Students shed blood for love of MMA fighting

Chico State first-year student Valerie Wong does drills on the heavy bag at StandAlone MMA gym. Photo Credit: Aurora Evans.

Fighters at StandAlone MMA gym in Chico have gotten used to being kicked, punched and thrown to the ground as a part of the job.

“That’s my ultimate goal — not to get punched in the face,” said Ryan Hamilton, a senior exercise physiology major. “But you know, it just happens.”

Hamilton and a slew of other Chico State students train at StandAlone, a mixed martial arts gym, which gives them a place to test their fighting prowess.

They shed blood, sweat and tears all for the love of the sport.

They also get injured.

Once Hamilton’s ear swelled to the size of a golf ball. He had to get more than half an ounce of blood removed from it. Now he has cauliflower ear.

The cartilage in his ear broke, causing it to harden while it was healing. The result was a permanently swollen ear that resembles a cauliflower.

Doing MMA is tough but also exciting, said Valerie Wong, a first-year child development major.

“I wouldn’t willingly get punched in the face if it wasn’t fun,” Wong said.

MMA is a style of fighting that is more aggressive and less restrictive when compared with boxing.

MMA includes kicks, punches and wrestling, also called grappling. Competitors can employ many different styles of fighting when they square off in the ring. Some of these styles include but are not limited to:

· muay thai

· kickboxing

· Brazilian jiujitsu

· boxing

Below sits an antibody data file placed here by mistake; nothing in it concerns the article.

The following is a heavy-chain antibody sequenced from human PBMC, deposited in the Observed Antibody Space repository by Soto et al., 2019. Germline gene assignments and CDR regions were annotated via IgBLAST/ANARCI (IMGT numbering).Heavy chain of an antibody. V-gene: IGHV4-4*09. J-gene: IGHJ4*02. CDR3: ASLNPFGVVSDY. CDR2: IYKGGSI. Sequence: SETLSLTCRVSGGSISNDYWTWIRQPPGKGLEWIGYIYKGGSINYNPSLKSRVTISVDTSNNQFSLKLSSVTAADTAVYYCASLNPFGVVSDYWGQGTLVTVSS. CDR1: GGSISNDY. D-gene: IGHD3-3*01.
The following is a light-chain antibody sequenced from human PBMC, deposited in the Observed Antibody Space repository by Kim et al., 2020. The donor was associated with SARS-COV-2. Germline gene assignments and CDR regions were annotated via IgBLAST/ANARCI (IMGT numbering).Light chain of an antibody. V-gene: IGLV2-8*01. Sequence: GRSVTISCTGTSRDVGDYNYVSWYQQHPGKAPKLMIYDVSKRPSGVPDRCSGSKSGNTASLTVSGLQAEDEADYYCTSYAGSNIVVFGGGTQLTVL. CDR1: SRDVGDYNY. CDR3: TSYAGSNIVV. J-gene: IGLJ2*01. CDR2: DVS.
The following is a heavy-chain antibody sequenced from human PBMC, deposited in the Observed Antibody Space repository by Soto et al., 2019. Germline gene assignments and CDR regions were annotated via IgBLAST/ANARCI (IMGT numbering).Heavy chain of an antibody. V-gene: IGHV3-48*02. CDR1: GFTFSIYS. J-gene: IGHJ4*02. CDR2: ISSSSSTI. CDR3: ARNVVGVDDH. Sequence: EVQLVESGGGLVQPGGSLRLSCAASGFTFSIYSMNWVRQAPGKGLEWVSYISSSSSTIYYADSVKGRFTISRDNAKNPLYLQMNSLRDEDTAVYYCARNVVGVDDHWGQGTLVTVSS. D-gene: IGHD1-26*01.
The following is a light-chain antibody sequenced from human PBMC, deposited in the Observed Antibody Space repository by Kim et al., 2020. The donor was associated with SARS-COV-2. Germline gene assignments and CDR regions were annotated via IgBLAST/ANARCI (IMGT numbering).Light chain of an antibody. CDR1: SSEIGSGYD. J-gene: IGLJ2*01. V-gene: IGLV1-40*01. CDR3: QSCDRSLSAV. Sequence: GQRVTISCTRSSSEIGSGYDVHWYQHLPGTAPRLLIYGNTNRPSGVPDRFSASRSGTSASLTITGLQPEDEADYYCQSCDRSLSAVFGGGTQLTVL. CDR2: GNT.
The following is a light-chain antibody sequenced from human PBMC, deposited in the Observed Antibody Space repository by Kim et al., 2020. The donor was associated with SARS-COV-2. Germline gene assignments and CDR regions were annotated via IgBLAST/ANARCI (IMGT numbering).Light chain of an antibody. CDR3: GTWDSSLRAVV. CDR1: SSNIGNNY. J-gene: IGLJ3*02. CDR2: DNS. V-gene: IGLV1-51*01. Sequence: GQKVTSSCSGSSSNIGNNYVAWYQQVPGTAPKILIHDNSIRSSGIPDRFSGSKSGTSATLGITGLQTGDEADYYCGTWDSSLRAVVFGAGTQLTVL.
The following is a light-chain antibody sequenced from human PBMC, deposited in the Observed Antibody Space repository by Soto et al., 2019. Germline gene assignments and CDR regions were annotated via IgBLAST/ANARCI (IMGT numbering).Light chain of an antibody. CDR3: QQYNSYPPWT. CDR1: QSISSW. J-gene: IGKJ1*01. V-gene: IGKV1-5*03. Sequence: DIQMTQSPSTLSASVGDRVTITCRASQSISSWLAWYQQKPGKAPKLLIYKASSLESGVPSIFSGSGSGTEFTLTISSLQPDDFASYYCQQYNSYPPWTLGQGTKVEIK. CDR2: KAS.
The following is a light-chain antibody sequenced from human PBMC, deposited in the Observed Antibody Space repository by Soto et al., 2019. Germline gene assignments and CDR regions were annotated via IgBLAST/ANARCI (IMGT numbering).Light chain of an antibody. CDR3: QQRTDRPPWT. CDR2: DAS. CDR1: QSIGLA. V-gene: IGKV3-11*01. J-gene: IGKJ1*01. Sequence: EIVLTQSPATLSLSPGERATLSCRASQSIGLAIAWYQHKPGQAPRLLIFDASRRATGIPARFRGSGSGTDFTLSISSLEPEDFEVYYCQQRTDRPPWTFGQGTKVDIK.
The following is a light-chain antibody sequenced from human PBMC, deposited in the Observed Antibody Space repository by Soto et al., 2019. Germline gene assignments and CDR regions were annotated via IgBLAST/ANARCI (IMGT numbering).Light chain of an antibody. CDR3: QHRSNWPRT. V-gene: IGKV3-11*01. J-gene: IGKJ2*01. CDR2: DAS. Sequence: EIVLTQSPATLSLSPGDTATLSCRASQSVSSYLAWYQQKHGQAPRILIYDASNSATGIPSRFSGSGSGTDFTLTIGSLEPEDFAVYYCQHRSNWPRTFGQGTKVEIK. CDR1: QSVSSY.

Training for a fight can be one of the most difficult things in MMA.

Connor Miller, who graduated from Chico State in 2014, put in 35 hours of training a week in preparation for his second fight, he said. This was on top of working 20 hours a week and balancing a full course load at school.

For that same fight, he also had to go through a grueling weight cut.

“(I) started off 30 pounds above weight and had to cut 16 pounds the day of,” Miller said.

Now training has become easier for Miller, he said. He has since graduated and moved into the loft above StandAlone.

MMA fighting is one of the most difficult and stressful sports there is, Hamilton said, which is why he feels pretty stress-free outside of the ring.

“(Nobody outside is) trying to take my head off,” he said.

Being an MMA fighter comes with its own stereotype. Wong and Hamilton said that they often get asked if they can beat people up.

They do have the skill set to take most people down, but they said they think it’s funny that people ask them that.

In the end, fighters do get a little more out of their hard work than just punches to their face.

“After the fight,” Miller said, “you party.”

Dylan Wakefield and James Groh can be reached at [email protected] or @dylan_wakefield, @James_Groh14 on Twitter.